Dr Celia Hildebrand is a research assistant professor in the Department of Family and Community Medicine at the University of Arizona, and a contributing faculty member of the Andrew Weil Center for Integrative Medicine. She holds a Doctor of Acupuncture and Oriental Medicine from the Oregon College of Oriental Medicine where her dual focus was on the role of East Asian (EA) Medicine in public health, and its use in trauma response and recovery.
Dr. Hildebrand has worked in the field of health care and environmental services for more than 35 years, the majority of which have included Native American communities of the Southwestern United States. Involved with higher education since 2008, she has more recently served as faculty, Academic Dean and Chair of Clinical Education for accredited schools of East Asian Medicine. In these roles she has collaborated with inter-disciplinary teams of Western and Eastern Medical educators, clinicians, and researchers using Evidence-Based Practices within in-patient and out-patient hospital and community clinics. Building opportunities and performance measures for inter-disciplinary clinical education and practice is a critical focus for her academic work at UA. She maintains a private practice in Tucson, and in 2018 was awarded a Fulbright Specialist grant to teach an auricular acupuncture protocol for trauma, pain, and addiction at the Uzhorod National University School of Medicine in Ukraine.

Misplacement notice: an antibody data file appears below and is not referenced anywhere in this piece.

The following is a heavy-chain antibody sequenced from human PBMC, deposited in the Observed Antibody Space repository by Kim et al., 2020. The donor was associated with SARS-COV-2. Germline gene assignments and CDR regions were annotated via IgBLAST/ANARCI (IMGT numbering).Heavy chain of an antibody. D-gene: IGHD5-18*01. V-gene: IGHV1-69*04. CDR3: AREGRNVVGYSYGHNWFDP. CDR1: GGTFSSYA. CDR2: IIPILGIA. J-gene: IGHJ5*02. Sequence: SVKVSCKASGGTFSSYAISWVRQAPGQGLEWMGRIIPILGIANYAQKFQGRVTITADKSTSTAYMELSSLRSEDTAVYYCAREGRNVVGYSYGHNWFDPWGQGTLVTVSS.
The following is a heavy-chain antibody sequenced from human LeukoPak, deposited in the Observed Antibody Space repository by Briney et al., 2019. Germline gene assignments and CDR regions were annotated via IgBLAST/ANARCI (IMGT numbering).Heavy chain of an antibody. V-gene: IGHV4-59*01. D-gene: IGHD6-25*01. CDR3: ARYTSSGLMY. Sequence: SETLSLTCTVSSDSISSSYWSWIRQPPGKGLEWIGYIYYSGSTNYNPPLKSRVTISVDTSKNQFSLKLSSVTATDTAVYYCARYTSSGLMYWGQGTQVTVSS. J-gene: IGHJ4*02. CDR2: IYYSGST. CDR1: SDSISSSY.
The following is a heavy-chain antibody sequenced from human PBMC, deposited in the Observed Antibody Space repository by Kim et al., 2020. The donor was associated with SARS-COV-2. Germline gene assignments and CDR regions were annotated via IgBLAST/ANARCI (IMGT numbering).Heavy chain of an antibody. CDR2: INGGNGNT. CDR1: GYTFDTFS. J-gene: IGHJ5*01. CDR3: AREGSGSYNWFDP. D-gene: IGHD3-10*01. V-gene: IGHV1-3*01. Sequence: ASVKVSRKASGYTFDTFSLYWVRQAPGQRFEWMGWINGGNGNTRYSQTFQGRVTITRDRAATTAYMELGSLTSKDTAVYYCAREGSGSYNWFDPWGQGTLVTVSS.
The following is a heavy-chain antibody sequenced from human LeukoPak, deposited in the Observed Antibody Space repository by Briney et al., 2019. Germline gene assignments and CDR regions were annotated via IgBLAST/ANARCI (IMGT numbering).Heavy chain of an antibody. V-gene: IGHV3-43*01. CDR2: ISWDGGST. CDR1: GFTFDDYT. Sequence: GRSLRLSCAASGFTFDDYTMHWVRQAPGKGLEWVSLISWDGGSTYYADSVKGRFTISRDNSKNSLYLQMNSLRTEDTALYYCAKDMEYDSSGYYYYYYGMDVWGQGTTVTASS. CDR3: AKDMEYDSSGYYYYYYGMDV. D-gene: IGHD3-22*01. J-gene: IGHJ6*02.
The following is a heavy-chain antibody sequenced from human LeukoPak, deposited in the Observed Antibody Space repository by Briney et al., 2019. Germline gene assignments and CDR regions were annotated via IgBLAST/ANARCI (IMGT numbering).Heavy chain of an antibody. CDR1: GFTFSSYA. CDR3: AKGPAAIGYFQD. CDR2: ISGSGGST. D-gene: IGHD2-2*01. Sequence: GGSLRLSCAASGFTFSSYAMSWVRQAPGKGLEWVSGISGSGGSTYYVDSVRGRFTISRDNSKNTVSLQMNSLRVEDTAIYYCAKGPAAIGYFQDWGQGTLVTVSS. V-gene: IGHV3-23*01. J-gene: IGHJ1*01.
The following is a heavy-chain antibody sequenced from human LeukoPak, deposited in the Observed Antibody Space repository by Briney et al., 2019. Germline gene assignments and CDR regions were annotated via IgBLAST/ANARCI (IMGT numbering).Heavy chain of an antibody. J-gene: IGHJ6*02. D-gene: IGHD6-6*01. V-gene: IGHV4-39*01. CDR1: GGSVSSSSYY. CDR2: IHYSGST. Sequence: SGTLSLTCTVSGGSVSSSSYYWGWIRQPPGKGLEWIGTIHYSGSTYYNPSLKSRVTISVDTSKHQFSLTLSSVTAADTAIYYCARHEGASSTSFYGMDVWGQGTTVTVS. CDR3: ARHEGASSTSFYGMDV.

While in her 20s, Dr. Hildebrand began her studies in legacy and traditional medicine with her mother’s lineage from the Carpathian Mountains of Poland and Ukraine. For the past 35 years she has worked beside, studied under, and occasionally lived with indigenous and traditional healers from other countries and cultures. These experiences combined with studies and practice of EAM have informed and framed her clinical and academic interests in health, well-being, and resiliency through lived and historical trauma.
Dr. Hildebrand’s community work includes:
- Produced Health Services and Facility Master Plans for six Service Units within the U.S. Public Health Service / Indian Health Service Albuquerque Area, including 25 tribes, 25,000 people, and 16 facilities.
- Coordinated door-to-door Community Health Needs Assessments and produced Community Health Improvement Plans for large tribal nations in southwestern U.S.;
- Produced Public Health Emergency Preparedness Plans, Public Health Codes, Disease Investigation, and Infection Control Protocols for public health department accreditation of large southwestern Tribe, including
- Helped create, launch, and then led the Clean Hawaii Center within the Hawaii Department of Economic Development to provide financial and technical support to emerging small recycling and composting businesses.